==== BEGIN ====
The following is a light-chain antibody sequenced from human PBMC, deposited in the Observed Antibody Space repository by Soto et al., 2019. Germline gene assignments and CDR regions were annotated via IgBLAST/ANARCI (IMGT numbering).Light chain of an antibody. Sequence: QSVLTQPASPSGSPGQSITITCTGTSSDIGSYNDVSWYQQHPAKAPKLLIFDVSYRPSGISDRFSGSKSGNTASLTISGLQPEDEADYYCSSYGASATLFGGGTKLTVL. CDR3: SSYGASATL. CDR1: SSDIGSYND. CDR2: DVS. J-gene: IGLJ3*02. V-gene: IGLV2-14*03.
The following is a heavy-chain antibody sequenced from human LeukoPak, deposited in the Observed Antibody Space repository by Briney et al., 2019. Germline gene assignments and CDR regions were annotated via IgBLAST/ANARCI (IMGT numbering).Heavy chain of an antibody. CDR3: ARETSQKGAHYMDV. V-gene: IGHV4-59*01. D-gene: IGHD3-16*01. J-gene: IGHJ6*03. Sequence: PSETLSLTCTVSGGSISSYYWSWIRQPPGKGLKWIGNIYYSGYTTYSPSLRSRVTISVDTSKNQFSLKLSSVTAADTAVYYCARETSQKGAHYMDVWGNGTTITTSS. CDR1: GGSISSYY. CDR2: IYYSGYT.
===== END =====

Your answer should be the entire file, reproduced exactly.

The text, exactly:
The following is a light-chain antibody sequenced from human PBMC, deposited in the Observed Antibody Space repository by Soto et al., 2019. Germline gene assignments and CDR regions were annotated via IgBLAST/ANARCI (IMGT numbering).Light chain of an antibody. Sequence: QSVLTQPASPSGSPGQSITITCTGTSSDIGSYNDVSWYQQHPAKAPKLLIFDVSYRPSGISDRFSGSKSGNTASLTISGLQPEDEADYYCSSYGASATLFGGGTKLTVL. CDR3: SSYGASATL. CDR1: SSDIGSYND. CDR2: DVS. J-gene: IGLJ3*02. V-gene: IGLV2-14*03.
The following is a heavy-chain antibody sequenced from human LeukoPak, deposited in the Observed Antibody Space repository by Briney et al., 2019. Germline gene assignments and CDR regions were annotated via IgBLAST/ANARCI (IMGT numbering).Heavy chain of an antibody. CDR3: ARETSQKGAHYMDV. V-gene: IGHV4-59*01. D-gene: IGHD3-16*01. J-gene: IGHJ6*03. Sequence: PSETLSLTCTVSGGSISSYYWSWIRQPPGKGLKWIGNIYYSGYTTYSPSLRSRVTISVDTSKNQFSLKLSSVTAADTAVYYCARETSQKGAHYMDVWGNGTTITTSS. CDR1: GGSISSYY. CDR2: IYYSGYT.